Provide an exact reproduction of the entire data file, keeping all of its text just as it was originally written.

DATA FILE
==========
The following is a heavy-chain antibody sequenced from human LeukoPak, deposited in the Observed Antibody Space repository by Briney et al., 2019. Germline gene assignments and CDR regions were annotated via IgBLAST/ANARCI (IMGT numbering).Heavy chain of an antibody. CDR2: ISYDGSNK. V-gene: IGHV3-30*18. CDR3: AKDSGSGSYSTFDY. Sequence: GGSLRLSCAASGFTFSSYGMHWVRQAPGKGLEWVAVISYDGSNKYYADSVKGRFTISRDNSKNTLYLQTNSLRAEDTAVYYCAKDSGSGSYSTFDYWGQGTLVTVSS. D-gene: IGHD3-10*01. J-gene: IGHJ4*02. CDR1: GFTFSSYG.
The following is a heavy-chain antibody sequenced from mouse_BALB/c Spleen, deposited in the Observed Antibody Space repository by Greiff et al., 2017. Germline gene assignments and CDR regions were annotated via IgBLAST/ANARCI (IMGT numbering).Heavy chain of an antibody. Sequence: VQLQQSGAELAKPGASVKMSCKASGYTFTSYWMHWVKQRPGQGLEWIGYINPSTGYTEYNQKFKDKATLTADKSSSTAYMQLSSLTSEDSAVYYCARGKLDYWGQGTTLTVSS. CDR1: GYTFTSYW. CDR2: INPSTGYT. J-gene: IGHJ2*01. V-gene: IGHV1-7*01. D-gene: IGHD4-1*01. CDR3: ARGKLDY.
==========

The following is a heavy-chain antibody sequenced from human LeukoPak, deposited in the Observed Antibody Space repository by Briney et al., 2019. Germline gene assignments and CDR regions were annotated via IgBLAST/ANARCI (IMGT numbering).Heavy chain of an antibody. CDR2: ISYDGSNK. V-gene: IGHV3-30*18. CDR3: AKDSGSGSYSTFDY. Sequence: GGSLRLSCAASGFTFSSYGMHWVRQAPGKGLEWVAVISYDGSNKYYADSVKGRFTISRDNSKNTLYLQTNSLRAEDTAVYYCAKDSGSGSYSTFDYWGQGTLVTVSS. D-gene: IGHD3-10*01. J-gene: IGHJ4*02. CDR1: GFTFSSYG.
The following is a heavy-chain antibody sequenced from mouse_BALB/c Spleen, deposited in the Observed Antibody Space repository by Greiff et al., 2017. Germline gene assignments and CDR regions were annotated via IgBLAST/ANARCI (IMGT numbering).Heavy chain of an antibody. Sequence: VQLQQSGAELAKPGASVKMSCKASGYTFTSYWMHWVKQRPGQGLEWIGYINPSTGYTEYNQKFKDKATLTADKSSSTAYMQLSSLTSEDSAVYYCARGKLDYWGQGTTLTVSS. CDR1: GYTFTSYW. CDR2: INPSTGYT. J-gene: IGHJ2*01. V-gene: IGHV1-7*01. D-gene: IGHD4-1*01. CDR3: ARGKLDY.